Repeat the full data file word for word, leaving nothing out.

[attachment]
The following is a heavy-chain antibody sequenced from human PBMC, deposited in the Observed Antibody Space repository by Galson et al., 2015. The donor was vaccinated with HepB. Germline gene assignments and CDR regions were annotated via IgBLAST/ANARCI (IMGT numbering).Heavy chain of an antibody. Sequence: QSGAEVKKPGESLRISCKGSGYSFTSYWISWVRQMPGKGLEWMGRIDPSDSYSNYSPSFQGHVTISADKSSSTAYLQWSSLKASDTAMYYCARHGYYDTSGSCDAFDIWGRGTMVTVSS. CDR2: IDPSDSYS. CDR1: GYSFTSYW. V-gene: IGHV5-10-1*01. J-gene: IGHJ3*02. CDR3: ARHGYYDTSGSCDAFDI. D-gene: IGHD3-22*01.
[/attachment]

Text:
The following is a heavy-chain antibody sequenced from human PBMC, deposited in the Observed Antibody Space repository by Galson et al., 2015. The donor was vaccinated with HepB. Germline gene assignments and CDR regions were annotated via IgBLAST/ANARCI (IMGT numbering).Heavy chain of an antibody. Sequence: QSGAEVKKPGESLRISCKGSGYSFTSYWISWVRQMPGKGLEWMGRIDPSDSYSNYSPSFQGHVTISADKSSSTAYLQWSSLKASDTAMYYCARHGYYDTSGSCDAFDIWGRGTMVTVSS. CDR2: IDPSDSYS. CDR1: GYSFTSYW. V-gene: IGHV5-10-1*01. J-gene: IGHJ3*02. CDR3: ARHGYYDTSGSCDAFDI. D-gene: IGHD3-22*01.